In his report submitted to NHRC, KR Venugopal cited the acute shortfall of medical staff a cause for the malaria deaths in Visakhapatnam Agency. It holds true to other Agency divisions as well. There has not been recruitment of doctors and paramedical staff in all the seven regions of ITDA in Andhra Pradesh. Even after 12 years since the report submitted to NHRC, there has not been any action in this regard from the successive governments.
Secondly, he identified abject poverty as one of the reasons for the deaths of Adivasis. “The tribals here go to the bed hungry for 25 days in a month for 5–6 months in a year, because of lack of work opportunities and food,” he observed in some of the villages he visited. Other important observations he made were the lack of sanitation and protected drinking water in the villages. They fetch water from the brooks whose hygiene is always questionable.
The then Opposition Telugu Desam made responsible the State government for the deaths of Adivasis. Its leader Late K.Yerran Naidu brought the issue of the large scale deaths of Adivasis to the notice of NHRC which later assigned Venugopal the task of finding out the facts. The recommendations he made continue to be true even today. Although his report pertains to Visakhapatnam Agency, its content reflects the pathetic state of all Adivasi regions in the State. None of the basic problems has been addressed to bring about a change in the lives of Adivasis in any of the regions. And Chaparai is no exception.
This being so, the East Godavari district administration is leaving no stone unturned to portray the deaths of Chaparayi villagers as the ones possibly caused by food poisoning. It is a blatant attempt to escape from the criticism that they did not oversee the measures that should have been taken in the villages just before and during the monsoons.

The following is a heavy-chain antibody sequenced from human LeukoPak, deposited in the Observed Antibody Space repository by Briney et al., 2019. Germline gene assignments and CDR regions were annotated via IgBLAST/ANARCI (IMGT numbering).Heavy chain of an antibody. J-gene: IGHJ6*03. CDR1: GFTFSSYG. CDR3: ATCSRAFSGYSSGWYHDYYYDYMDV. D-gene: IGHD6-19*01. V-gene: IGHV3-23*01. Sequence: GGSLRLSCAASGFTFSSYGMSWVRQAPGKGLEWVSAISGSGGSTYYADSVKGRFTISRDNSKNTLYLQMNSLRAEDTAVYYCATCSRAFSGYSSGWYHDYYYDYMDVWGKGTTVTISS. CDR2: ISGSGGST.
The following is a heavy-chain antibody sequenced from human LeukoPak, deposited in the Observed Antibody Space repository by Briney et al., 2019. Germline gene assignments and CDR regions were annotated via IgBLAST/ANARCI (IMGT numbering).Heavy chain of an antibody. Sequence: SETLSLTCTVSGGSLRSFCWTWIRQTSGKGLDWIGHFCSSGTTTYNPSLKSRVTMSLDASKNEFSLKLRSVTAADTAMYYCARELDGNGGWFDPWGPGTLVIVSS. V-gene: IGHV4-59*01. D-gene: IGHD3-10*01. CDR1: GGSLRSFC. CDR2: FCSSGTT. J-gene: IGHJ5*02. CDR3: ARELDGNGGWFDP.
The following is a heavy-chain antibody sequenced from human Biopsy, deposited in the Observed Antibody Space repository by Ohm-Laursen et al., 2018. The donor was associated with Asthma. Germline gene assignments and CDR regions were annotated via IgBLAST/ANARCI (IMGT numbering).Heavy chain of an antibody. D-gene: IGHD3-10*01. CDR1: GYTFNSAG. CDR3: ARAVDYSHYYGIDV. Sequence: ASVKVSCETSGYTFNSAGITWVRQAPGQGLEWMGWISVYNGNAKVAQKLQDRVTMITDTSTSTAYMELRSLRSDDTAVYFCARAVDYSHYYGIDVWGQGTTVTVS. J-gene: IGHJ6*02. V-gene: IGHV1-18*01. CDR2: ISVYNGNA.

The officials are fully aware that the Agency areas receive heavy rainfall during May end and June and they bring in their wake diseases like malaria, fever, diarrhoea and the like. None of them is incurable. A simple course of medicines coupled with nutritious food will cure all the ailments.
Poser to CM from an Adivasi: “If any of the places on the CM’s wish list of smart cities experienced this kind of emergency, no doubt the CM would have stayed over there and worked overtime. It was evident in the aftermath of cyclone Hudhud that lashed Visakhapatnam. He stayed in Visakhapatnam and ensured relief works were expedited. Where is such commitment in the government now? Just because we are Adivasis, we have become the neglected lot,” said Ramarao Dora, an adivasi youth of Paderu.
Update: News broke in that malaria took three lives on Monday each from Sriramagiri and Tabbaguden in East Godavari district and G.Madugula in Visakhapatnam Agency.
Five persons belonging to Kodipunjuvalasa in Araku mandal in Visakhapatnam admitted to the King George Hospital with symptoms of anthrax.
Malaria and typhoid are on the rise in Vizianagaram and Srikakulam Agencies.